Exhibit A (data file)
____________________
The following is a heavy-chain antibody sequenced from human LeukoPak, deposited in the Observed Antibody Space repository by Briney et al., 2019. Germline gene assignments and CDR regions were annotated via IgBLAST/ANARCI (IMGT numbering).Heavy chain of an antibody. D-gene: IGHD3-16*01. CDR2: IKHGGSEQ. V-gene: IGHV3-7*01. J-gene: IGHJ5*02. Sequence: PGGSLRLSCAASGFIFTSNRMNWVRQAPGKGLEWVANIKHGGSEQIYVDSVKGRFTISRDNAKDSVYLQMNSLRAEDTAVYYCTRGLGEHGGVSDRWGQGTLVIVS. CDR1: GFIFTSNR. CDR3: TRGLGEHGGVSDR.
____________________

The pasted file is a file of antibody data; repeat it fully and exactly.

The following is a heavy-chain antibody sequenced from human LeukoPak, deposited in the Observed Antibody Space repository by Briney et al., 2019. Germline gene assignments and CDR regions were annotated via IgBLAST/ANARCI (IMGT numbering).Heavy chain of an antibody. D-gene: IGHD3-16*01. CDR2: IKHGGSEQ. V-gene: IGHV3-7*01. J-gene: IGHJ5*02. Sequence: PGGSLRLSCAASGFIFTSNRMNWVRQAPGKGLEWVANIKHGGSEQIYVDSVKGRFTISRDNAKDSVYLQMNSLRAEDTAVYYCTRGLGEHGGVSDRWGQGTLVIVS. CDR1: GFIFTSNR. CDR3: TRGLGEHGGVSDR.